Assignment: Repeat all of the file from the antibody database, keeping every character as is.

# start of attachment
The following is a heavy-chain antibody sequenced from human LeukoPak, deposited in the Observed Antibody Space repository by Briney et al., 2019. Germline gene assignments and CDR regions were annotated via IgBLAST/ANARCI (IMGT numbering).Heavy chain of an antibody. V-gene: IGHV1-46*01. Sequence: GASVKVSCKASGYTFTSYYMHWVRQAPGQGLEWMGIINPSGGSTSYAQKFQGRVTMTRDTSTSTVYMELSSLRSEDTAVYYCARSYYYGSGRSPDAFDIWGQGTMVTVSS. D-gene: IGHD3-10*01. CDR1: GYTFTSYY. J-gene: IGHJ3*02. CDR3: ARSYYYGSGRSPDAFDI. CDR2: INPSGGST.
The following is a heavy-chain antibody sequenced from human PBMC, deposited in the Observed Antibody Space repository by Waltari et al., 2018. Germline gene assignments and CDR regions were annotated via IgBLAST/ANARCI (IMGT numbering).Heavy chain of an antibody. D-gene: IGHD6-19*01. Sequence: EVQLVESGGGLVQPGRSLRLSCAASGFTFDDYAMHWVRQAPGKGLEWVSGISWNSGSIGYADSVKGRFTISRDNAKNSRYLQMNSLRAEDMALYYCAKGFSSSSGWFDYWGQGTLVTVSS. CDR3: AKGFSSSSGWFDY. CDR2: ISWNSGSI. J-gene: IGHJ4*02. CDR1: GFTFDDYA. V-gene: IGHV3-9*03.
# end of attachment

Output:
The following is a heavy-chain antibody sequenced from human LeukoPak, deposited in the Observed Antibody Space repository by Briney et al., 2019. Germline gene assignments and CDR regions were annotated via IgBLAST/ANARCI (IMGT numbering).Heavy chain of an antibody. V-gene: IGHV1-46*01. Sequence: GASVKVSCKASGYTFTSYYMHWVRQAPGQGLEWMGIINPSGGSTSYAQKFQGRVTMTRDTSTSTVYMELSSLRSEDTAVYYCARSYYYGSGRSPDAFDIWGQGTMVTVSS. D-gene: IGHD3-10*01. CDR1: GYTFTSYY. J-gene: IGHJ3*02. CDR3: ARSYYYGSGRSPDAFDI. CDR2: INPSGGST.
The following is a heavy-chain antibody sequenced from human PBMC, deposited in the Observed Antibody Space repository by Waltari et al., 2018. Germline gene assignments and CDR regions were annotated via IgBLAST/ANARCI (IMGT numbering).Heavy chain of an antibody. D-gene: IGHD6-19*01. Sequence: EVQLVESGGGLVQPGRSLRLSCAASGFTFDDYAMHWVRQAPGKGLEWVSGISWNSGSIGYADSVKGRFTISRDNAKNSRYLQMNSLRAEDMALYYCAKGFSSSSGWFDYWGQGTLVTVSS. CDR3: AKGFSSSSGWFDY. CDR2: ISWNSGSI. J-gene: IGHJ4*02. CDR1: GFTFDDYA. V-gene: IGHV3-9*03.